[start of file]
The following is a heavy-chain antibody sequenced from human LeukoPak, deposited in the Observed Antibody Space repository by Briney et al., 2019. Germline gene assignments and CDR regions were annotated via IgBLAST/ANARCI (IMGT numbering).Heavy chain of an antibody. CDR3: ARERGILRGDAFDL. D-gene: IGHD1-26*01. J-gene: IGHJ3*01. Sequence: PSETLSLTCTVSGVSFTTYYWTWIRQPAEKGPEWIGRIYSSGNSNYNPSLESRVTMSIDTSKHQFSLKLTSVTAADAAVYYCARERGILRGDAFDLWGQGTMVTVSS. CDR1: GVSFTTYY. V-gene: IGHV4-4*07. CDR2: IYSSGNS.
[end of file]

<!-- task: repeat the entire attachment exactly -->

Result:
The following is a heavy-chain antibody sequenced from human LeukoPak, deposited in the Observed Antibody Space repository by Briney et al., 2019. Germline gene assignments and CDR regions were annotated via IgBLAST/ANARCI (IMGT numbering).Heavy chain of an antibody. CDR3: ARERGILRGDAFDL. D-gene: IGHD1-26*01. J-gene: IGHJ3*01. Sequence: PSETLSLTCTVSGVSFTTYYWTWIRQPAEKGPEWIGRIYSSGNSNYNPSLESRVTMSIDTSKHQFSLKLTSVTAADAAVYYCARERGILRGDAFDLWGQGTMVTVSS. CDR1: GVSFTTYY. V-gene: IGHV4-4*07. CDR2: IYSSGNS.